But Ailuridae makes a huge mistake when she claims:

    That’s why a Medicare expansion works – it drives down the ability of doctors to gouge patients.

    Medicare expansion only works if you expand medicare to include everyone…in other words, if you expand medicare to the point where it turns into a nationalized insurance system.

    If you merely expand medicare to include a few million more people, the doctors simply refuse to accept medicare patients.

    This is what’s happening now. Google for articles like “More doctors refusing new medicare patients.” You’ll see hundred and hundreds of articles about how doctors are turning down medicare patients because medicare doesn’t pay enough.

    “Crisis looms: Medicare coverage doesn’t pay enough, doctors refuse service, and Medicare patients can’t make up the difference even if they want to.” Alaska Business Monthly,1 November 2007.

    USA Today reports that doctors are starting to refuse to accept new medicare patients due to cuts in payments:

    The number of doctors refusing new Medicare patients because of low government payment rates is setting a new high, just six months before millions of Baby Boomers begin enrolling in the government health care program.

    The problem keeps getting worse and worse and worse:

    • The American Academy of Family Physicians says 13% of respondents didn’t participate in Medicare last year, up from 8% in 2008 and 6% in 2004.

    • The American Osteopathic Association says 15% of its members don’t participate in Medicare and 19% don’t accept new Medicare patients. If the cut is not reversed, it says, the numbers will double.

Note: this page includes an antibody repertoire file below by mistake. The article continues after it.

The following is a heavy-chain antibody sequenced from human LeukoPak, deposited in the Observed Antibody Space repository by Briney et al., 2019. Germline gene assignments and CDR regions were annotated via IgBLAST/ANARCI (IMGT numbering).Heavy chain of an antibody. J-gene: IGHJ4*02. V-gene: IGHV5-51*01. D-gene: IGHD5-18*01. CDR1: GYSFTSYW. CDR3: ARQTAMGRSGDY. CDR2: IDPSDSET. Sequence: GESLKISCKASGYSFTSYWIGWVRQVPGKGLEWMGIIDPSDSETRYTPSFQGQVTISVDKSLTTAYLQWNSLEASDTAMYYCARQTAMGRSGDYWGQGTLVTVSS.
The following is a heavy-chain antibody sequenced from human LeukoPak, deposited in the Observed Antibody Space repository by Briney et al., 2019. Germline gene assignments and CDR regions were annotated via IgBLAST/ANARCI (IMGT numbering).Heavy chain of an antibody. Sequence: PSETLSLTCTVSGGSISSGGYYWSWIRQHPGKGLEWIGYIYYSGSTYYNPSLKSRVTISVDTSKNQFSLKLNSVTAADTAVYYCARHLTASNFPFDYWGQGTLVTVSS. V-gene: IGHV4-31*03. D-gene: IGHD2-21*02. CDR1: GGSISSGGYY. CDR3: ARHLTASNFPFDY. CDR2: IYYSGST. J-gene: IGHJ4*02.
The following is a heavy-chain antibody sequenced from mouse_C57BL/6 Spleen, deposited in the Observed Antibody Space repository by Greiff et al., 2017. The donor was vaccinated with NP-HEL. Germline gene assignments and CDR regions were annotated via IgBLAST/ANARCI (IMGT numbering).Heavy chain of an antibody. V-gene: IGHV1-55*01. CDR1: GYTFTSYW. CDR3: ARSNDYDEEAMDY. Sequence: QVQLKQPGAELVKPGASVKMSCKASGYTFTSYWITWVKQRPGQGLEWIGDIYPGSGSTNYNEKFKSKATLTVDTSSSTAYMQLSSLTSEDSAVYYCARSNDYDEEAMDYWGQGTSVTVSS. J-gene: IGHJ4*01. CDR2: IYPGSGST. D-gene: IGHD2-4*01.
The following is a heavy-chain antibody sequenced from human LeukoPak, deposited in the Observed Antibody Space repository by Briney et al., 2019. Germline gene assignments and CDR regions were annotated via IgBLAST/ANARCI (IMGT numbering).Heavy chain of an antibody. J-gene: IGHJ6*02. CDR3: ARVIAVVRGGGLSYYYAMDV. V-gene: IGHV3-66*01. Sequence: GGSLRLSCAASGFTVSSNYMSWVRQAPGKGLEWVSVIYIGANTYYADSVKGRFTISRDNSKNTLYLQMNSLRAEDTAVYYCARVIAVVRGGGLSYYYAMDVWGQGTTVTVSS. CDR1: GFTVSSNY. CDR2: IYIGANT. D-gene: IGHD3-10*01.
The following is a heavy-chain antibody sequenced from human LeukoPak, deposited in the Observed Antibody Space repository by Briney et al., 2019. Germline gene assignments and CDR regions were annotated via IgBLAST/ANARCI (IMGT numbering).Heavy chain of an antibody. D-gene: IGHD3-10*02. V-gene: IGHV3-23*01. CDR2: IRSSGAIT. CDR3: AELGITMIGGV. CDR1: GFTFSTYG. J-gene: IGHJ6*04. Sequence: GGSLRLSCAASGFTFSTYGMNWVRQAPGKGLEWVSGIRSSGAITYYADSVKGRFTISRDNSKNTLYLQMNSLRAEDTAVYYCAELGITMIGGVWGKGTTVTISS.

• The American Medical Association says 17% of more than 9,000 doctors surveyed restrict the number of Medicare patients in their practice. Among primary care physicians, the rate is 31%.

    Medicare expansion only makes America’s broken health care system fail faster unless we expand medicare to include everyone in a nationalized health care system.

    The only way to stop the endless skyrocketing medical costs in America is to strip the profit out of the system. Tinkering around the edges with Obama’s non-reform HCR bill won’t work, isn’t working, and is only making things worse, and people are now injuring themselves so they can get into an ER and cajole doctors into fixing their old injuries that they can’t afford to get surgery for. People are now robbing banks so they can get into prison and get decent health care.

    This is the collapse of society. It can’t continue. And it won’t. We’re just a hairsbreadth away from mass riots, burning hospitals, doctors dragged out of their Rolls Royce and hung from lampposts, nurses kidnapped and forced to give care for dying children at gunpoint. If you think this kind of situation can continue as the middle class disappears and the American economy disintegrates, you’re kidding yourself. People will not accept being told their child has to die because the hospital won’t cough up a fifty-cent dose of antibiotics now that the family has lost their middle-class jobs. That family will tear down the hospital with their bare hands.

  93. 93
    Ailuridae says:

    @mclaren:

    Medicare expansion only works if you expand medicare to include everyone…in other words, if you expand medicare to the point where it turns into a nationalized insurance system.